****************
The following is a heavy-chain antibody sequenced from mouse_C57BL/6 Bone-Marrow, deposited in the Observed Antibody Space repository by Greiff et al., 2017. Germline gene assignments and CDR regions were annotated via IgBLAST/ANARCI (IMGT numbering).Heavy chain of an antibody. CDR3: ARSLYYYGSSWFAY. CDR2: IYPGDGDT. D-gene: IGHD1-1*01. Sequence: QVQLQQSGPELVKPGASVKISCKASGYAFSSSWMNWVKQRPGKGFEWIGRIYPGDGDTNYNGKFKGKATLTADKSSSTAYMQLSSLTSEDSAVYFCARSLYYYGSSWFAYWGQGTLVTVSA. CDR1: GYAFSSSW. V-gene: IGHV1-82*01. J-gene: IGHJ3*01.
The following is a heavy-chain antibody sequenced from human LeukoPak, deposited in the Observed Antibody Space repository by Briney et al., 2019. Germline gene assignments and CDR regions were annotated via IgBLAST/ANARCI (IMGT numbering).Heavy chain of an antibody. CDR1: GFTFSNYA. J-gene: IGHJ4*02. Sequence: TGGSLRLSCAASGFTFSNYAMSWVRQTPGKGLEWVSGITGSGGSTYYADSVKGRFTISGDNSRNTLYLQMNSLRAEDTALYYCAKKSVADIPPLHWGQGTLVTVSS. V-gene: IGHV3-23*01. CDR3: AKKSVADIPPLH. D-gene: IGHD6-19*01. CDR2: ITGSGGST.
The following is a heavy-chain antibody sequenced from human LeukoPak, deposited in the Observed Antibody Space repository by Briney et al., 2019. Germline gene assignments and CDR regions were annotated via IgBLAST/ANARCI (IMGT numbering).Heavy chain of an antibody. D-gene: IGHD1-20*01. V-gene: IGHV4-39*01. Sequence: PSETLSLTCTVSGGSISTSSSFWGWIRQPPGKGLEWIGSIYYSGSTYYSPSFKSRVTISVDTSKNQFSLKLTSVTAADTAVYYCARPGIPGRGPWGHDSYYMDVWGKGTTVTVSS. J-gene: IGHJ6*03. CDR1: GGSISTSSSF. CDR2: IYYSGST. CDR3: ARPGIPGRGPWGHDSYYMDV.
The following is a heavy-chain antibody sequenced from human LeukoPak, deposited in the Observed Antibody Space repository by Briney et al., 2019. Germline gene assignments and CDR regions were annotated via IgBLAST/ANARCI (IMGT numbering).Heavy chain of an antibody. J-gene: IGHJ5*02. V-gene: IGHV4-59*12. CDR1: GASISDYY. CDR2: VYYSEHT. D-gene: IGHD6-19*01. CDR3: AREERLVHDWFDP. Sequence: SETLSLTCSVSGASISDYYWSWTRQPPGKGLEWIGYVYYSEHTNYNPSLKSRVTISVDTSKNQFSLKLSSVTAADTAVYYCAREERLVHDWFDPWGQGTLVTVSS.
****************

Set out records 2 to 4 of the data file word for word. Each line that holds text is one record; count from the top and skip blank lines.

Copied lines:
The following is a heavy-chain antibody sequenced from human LeukoPak, deposited in the Observed Antibody Space repository by Briney et al., 2019. Germline gene assignments and CDR regions were annotated via IgBLAST/ANARCI (IMGT numbering).Heavy chain of an antibody. CDR1: GFTFSNYA. J-gene: IGHJ4*02. Sequence: TGGSLRLSCAASGFTFSNYAMSWVRQTPGKGLEWVSGITGSGGSTYYADSVKGRFTISGDNSRNTLYLQMNSLRAEDTALYYCAKKSVADIPPLHWGQGTLVTVSS. V-gene: IGHV3-23*01. CDR3: AKKSVADIPPLH. D-gene: IGHD6-19*01. CDR2: ITGSGGST.
The following is a heavy-chain antibody sequenced from human LeukoPak, deposited in the Observed Antibody Space repository by Briney et al., 2019. Germline gene assignments and CDR regions were annotated via IgBLAST/ANARCI (IMGT numbering).Heavy chain of an antibody. D-gene: IGHD1-20*01. V-gene: IGHV4-39*01. Sequence: PSETLSLTCTVSGGSISTSSSFWGWIRQPPGKGLEWIGSIYYSGSTYYSPSFKSRVTISVDTSKNQFSLKLTSVTAADTAVYYCARPGIPGRGPWGHDSYYMDVWGKGTTVTVSS. J-gene: IGHJ6*03. CDR1: GGSISTSSSF. CDR2: IYYSGST. CDR3: ARPGIPGRGPWGHDSYYMDV.
The following is a heavy-chain antibody sequenced from human LeukoPak, deposited in the Observed Antibody Space repository by Briney et al., 2019. Germline gene assignments and CDR regions were annotated via IgBLAST/ANARCI (IMGT numbering).Heavy chain of an antibody. J-gene: IGHJ5*02. V-gene: IGHV4-59*12. CDR1: GASISDYY. CDR2: VYYSEHT. D-gene: IGHD6-19*01. CDR3: AREERLVHDWFDP. Sequence: SETLSLTCSVSGASISDYYWSWTRQPPGKGLEWIGYVYYSEHTNYNPSLKSRVTISVDTSKNQFSLKLSSVTAADTAVYYCAREERLVHDWFDPWGQGTLVTVSS.